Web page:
1. Most commentators I've read say that Jonah's flight might be explained by his words at Jonah 4:2. For instance:
"But Jonah rose up to flee.—The motive of the prophet's flight is given by himself (Jonah 4:2). He foresaw the repentance of the city, and the mercy which would be displayed towards it, and was either jealous of his prophetic reputation, or had a patriotic dislike of becoming a messenger of good to a heathen foe so formidable to his own country" (Ellicott's Commentary).
"He refused God's service, because, as he himself tells God afterward Jonah 4:2, he knew what it would end in, and he misliked it" (Barnes' Notes on the Bible).
NET Bible Notes for Jonah 1:3: "The narrator's description is also highly ironic, as the rest of the book shows. Jonah tries to sail to Tarshish, in the opposite direction from Nineveh, as if by doing that he could escape from the Lord, when the Lord is the one who knows all about Nineveh's wickedness and is involved in all that happens to Jonah throughout the book. Compare Jonah's explanation when talking with the Lord (see 4:2)."
2. In Constable's Notes for Jonah 1:10: "Before, the mariners had feared the storm, but now they feared the Lord,
recognizing the Creator above the creation."
3. Constable's Notes on 1:15-16: "The immediate cessation of the storm proved to the sailors that Yahweh really did control the sea (cf. Matt. 8:26). Therefore they 'feared' (respected) Him, 'offered a sacrifice' to Him (when they reached shore?), and 'made vows' (perhaps to venerate Him, cf. Ps. 116:17-18)."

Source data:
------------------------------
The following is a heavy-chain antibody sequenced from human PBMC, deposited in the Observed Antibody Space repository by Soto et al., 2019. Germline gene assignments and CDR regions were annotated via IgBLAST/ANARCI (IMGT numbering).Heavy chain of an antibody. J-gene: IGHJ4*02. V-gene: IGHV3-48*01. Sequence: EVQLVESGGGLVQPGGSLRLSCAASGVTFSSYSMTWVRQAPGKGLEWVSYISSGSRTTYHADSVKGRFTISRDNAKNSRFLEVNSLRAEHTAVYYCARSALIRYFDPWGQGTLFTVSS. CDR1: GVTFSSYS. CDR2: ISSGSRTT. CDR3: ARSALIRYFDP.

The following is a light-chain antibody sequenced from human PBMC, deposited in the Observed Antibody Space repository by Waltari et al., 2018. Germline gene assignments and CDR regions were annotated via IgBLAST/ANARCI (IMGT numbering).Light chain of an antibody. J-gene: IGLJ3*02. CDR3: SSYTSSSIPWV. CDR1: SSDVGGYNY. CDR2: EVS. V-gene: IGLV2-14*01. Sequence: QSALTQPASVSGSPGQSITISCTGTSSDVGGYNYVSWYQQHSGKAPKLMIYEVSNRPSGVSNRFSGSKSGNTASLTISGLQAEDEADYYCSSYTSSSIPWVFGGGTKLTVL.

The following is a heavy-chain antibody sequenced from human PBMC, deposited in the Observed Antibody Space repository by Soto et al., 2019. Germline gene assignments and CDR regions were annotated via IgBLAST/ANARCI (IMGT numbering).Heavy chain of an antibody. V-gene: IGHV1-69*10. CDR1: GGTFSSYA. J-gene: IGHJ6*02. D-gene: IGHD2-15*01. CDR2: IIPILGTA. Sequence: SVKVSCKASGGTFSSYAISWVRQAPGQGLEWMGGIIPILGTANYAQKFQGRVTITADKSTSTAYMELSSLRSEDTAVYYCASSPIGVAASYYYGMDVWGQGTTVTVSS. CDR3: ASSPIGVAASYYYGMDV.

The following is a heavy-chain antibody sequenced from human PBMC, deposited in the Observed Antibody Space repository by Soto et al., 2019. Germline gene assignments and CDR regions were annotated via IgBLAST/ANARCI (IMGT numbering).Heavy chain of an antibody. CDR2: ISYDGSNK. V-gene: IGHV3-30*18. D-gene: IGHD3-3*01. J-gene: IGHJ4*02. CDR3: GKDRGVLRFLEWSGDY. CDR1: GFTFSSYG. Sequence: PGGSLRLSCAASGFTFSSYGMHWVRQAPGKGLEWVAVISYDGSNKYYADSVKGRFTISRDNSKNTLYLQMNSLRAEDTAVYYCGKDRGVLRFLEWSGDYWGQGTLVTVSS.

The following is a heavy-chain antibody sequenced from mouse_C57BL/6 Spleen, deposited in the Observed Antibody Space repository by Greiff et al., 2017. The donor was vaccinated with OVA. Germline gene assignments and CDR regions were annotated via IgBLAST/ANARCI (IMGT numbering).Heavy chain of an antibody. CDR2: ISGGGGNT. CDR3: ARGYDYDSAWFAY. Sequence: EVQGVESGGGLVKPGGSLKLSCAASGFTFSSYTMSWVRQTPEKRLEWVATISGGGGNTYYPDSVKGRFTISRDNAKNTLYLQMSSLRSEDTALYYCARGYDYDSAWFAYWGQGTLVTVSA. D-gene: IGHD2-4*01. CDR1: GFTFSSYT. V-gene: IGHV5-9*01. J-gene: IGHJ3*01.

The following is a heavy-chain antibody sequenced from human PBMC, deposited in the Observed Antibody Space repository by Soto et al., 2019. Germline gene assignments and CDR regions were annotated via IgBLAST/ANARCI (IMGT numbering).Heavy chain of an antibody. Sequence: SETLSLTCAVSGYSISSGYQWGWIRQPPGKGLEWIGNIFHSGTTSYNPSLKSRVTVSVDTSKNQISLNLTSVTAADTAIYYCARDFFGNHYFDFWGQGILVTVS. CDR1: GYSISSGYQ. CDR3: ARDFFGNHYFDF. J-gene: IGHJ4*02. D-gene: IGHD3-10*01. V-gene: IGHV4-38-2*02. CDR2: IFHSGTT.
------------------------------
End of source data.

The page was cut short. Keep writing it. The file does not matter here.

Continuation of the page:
4. "1: 5 afraid. The first of three references to the sailors' fear (see vv. 10, 16). While their fear of the storm intensifies in v. 10, by v. 16 their fear focuses on the one who initiated the storm. his own god. The sailors, possibly of different nationalities, apparently worshiped several different pagan gods. They later cry out to the Lord (v. 14). below deck. Descending yet again (see note on v. 3), Jonah is oblivious to the danger of the storm."
Zondervan (2015-08-25). NIV, Zondervan Study Bible, eBook: Built on the Truth of Scripture and Centered on the Gospel Message (Kindle Locations 210958-210962). Zondervan. Kindle Edition.
Zondervan (2015-08-25). NIV, Zondervan Study Bible, eBook: Built on the Truth of Scripture and Centered on the Gospel Message (Kindle Locations 210956-210958). Zondervan. Kindle Edition.
5. "1: 9 Hebrew. In foreign contexts often designates an Israelite (e.g., Gen 40: 15; Exod 1: 19). worship. Closely links to the Hebrew verb that reports the sailors' fear in vv. 5, 10, 16. Whereas their fear results in frantic action, Jonah's confession that he fears/ worships God rings hollow in the light of his disobedience. the God of heaven, who made the sea and the dry land. By emphasizing the Lord's authority over the whole creation, Jonah makes it very clear that his God is responsible for the storm."
Zondervan (2015-08-25). NIV, Zondervan Study Bible, eBook: Built on the Truth of Scripture and Centered on the Gospel Message (Kindle Locations 210969-210974). Zondervan. Kindle Edition.